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Chadwick v. State

United States District Court, S.D. Indiana, Indianapolis Division

June 11, 2018

DUSTIN CHADWICK, Petitioner,
v.
STATE OF INDIANA, et al. Respondents.

          ENTRY DISCUSSING PETITION FOR A WRIT OF HABEAS CORPUS AND DENYING CERTIFICATE OF APPEALABILITY

          Hon. William T. Lawrence, Judge

         For the reasons explained in this Entry, petitioner Dustin Chadwick's petition for a writ of habeas corpus must be denied and the action dismissed with prejudice. In addition, the court finds that a certificate of appealability should not issue.

         The Petition for Writ of Habeas Corpus

          I. Background

         The petitioner is a state prisoner currently on parole in the Indianapolis parole district. As relevant here, the petitioner was found guilty of Class C felony child molesting in Marion Superior Court, No. 49G03-0501-PC-004855. See Chadwick v. State, 862 N.E.2d 726, 2007 WL 686675, *1 (Ind.Ct.App. 2007). The Indiana Court of Appeals affirmed his conviction on March 8, 2007, and the petitioner did not file a petition to transfer with the Indiana Supreme Court.[1]

         The petitioner filed a petition for post-conviction relief in state court on April 29, 2008. He moved to withdraw his petition without prejudice, and that motion was granted on July 8, 2010. The petitioner renewed his petition for post-conviction relief in state court on March 8, 2016. That action remains pending.

         The petitioner filed the instant petition for a writ of habeas corpus in this Court on October 5, 2017.

         II. Discussion

         The petitioner raises four challenges to his state-court conviction. The respondent argues that the petitioner's petition must be denied as untimely. The Court agrees with the respondent that the petitioner's petition is untimely, and thus his petition for a writ of habeas corpus must be dismissed with prejudice.

         In an attempt to “curb delays, to prevent ‘retrials' on federal habeas, and to give effect to state convictions to the extent possible under law, ” Congress, as part of the Anti-terrorism and Effective Death Penalty Act of 1996, revised several of the statutes governing federal habeas relief. Williams v. Taylor, 529 U.S. 362, 404 (2000). Along with triggering dates not applicable here, “[u]nder 28 U.S.C. § 2244(d)(1)(A), a state prisoner seeking federal habeas relief has just one year after his conviction becomes final in state court to file his federal petition.” Gladney v. Pollard, 799 F.3d 889, 894 (7th Cir. 2015). “[F]or a state prisoner who does not seek review in a State's highest court, the judgment becomes ‘final' on the date that the time for seeking such review expires.” Gonzalez v. Thaler, 565 U.S. 134, 137 (2012). “The one-year clock is stopped, however, during the time the petitioner's ‘properly filed' application for state postconviction relief ‘is pending.'” Day v. McDonough, 547 U.S. 198, 201 (2006) (quoting 28 U.S.C. § 2244(d)(2)).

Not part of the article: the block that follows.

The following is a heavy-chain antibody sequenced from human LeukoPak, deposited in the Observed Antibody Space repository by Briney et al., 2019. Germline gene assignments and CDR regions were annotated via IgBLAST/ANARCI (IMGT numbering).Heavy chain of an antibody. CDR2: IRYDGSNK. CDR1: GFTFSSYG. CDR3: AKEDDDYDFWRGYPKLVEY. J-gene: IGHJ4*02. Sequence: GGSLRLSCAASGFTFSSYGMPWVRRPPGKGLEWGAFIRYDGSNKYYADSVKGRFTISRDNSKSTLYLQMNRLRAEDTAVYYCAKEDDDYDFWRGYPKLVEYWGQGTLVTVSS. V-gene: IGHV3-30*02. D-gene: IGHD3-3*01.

The petitioner's convictions were affirmed on direct appeal on March 8, 2007. Because he did not file a petition to transfer with the Indiana Supreme Court, his judgment became final on the deadline to file a petition to transfer, which was April 9, 2007. See Gonzalez, 565 U.S. at 137. Therefore, the petitioner had through April 9, 2008, to seek federal habeas relief or to file for post-conviction relief in state court, the latter of which, while pending, does not count “toward [the] period of limitation.” 28 U.S.C. § 2244(d)(2); see Socha v. Boughton, 763 F.3d 674, 681 (7th Cir. 2014). The petitioner did neither. He did not file his petition for post-conviction relief in state court until April 29, 2008, which was twenty days beyond when the one-year limitations period from § 2244(d)(1)(A) had expired. The fact that he eventually re-filed for state post-conviction relief is irrelevant; a pending state-court collateral challenge only pauses the clock, and the petitioner's clock had already expired. See Teas v. Endicott, 494 F.3d 580, 582-83 (7th Cir. 2007).

         In sum, the petitioner's one-year statute of limitations ran on April 9, 2008. He did not file the instant petition for habeas corpus until October 5, 2017. Although the period of time during which his second state post-conviction petition was pending would be excludable, his statute of limitations expired before this proceeding paused the clock. Moreover, the petitioner does not contend that he is entitled to equitable tolling on any basis, and he did not file a reply brief disputing the respondent's contention that his petition was time-barred. Therefore, the petitioner's petition for a writ of habeas corpus must be dismissed with prejudice. See Altman v. Benik, 337 F.3d 764, 766 (7th Cir. 2003) (per curiam).

         III. Conclusion

         “[H]abeas corpus has its own peculiar set of hurdles a petitioner must clear before his claim is properly presented to the district court.” Keeney v. Tamayo-Reyes, 504 U.S. 1, 14 (1992) (O'Connor, J., dissenting) (internal citations omitted). The petitioner has encountered the hurdle produced by the one-year statute of limitations. He has not shown the existence of circumstances permitting him to overcome this hurdle, and ...


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